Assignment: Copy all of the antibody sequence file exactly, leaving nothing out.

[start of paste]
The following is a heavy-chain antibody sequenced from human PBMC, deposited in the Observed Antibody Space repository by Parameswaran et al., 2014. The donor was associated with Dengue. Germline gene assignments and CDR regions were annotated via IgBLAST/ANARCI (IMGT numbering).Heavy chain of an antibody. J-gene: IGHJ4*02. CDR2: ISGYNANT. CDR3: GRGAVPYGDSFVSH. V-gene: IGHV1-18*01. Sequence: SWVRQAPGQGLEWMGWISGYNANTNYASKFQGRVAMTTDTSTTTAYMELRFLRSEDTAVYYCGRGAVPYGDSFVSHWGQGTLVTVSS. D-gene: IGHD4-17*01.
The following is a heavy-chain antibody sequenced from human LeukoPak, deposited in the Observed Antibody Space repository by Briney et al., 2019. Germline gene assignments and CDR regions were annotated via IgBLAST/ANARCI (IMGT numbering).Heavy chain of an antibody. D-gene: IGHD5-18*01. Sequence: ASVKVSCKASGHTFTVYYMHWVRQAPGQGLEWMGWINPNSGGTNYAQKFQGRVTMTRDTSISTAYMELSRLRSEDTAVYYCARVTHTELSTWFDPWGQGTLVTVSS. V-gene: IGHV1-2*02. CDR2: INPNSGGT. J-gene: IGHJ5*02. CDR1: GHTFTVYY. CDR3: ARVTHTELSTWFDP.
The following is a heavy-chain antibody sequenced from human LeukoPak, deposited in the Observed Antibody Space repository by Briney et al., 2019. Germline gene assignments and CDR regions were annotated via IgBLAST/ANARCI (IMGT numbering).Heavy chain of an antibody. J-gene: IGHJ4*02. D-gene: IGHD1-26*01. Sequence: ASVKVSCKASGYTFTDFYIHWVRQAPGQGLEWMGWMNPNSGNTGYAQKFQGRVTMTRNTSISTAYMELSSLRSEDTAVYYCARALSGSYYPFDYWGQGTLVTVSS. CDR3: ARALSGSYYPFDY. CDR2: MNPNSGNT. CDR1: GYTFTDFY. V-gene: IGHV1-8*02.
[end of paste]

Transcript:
The following is a heavy-chain antibody sequenced from human PBMC, deposited in the Observed Antibody Space repository by Parameswaran et al., 2014. The donor was associated with Dengue. Germline gene assignments and CDR regions were annotated via IgBLAST/ANARCI (IMGT numbering).Heavy chain of an antibody. J-gene: IGHJ4*02. CDR2: ISGYNANT. CDR3: GRGAVPYGDSFVSH. V-gene: IGHV1-18*01. Sequence: SWVRQAPGQGLEWMGWISGYNANTNYASKFQGRVAMTTDTSTTTAYMELRFLRSEDTAVYYCGRGAVPYGDSFVSHWGQGTLVTVSS. D-gene: IGHD4-17*01.
The following is a heavy-chain antibody sequenced from human LeukoPak, deposited in the Observed Antibody Space repository by Briney et al., 2019. Germline gene assignments and CDR regions were annotated via IgBLAST/ANARCI (IMGT numbering).Heavy chain of an antibody. D-gene: IGHD5-18*01. Sequence: ASVKVSCKASGHTFTVYYMHWVRQAPGQGLEWMGWINPNSGGTNYAQKFQGRVTMTRDTSISTAYMELSRLRSEDTAVYYCARVTHTELSTWFDPWGQGTLVTVSS. V-gene: IGHV1-2*02. CDR2: INPNSGGT. J-gene: IGHJ5*02. CDR1: GHTFTVYY. CDR3: ARVTHTELSTWFDP.
The following is a heavy-chain antibody sequenced from human LeukoPak, deposited in the Observed Antibody Space repository by Briney et al., 2019. Germline gene assignments and CDR regions were annotated via IgBLAST/ANARCI (IMGT numbering).Heavy chain of an antibody. J-gene: IGHJ4*02. D-gene: IGHD1-26*01. Sequence: ASVKVSCKASGYTFTDFYIHWVRQAPGQGLEWMGWMNPNSGNTGYAQKFQGRVTMTRNTSISTAYMELSSLRSEDTAVYYCARALSGSYYPFDYWGQGTLVTVSS. CDR3: ARALSGSYYPFDY. CDR2: MNPNSGNT. CDR1: GYTFTDFY. V-gene: IGHV1-8*02.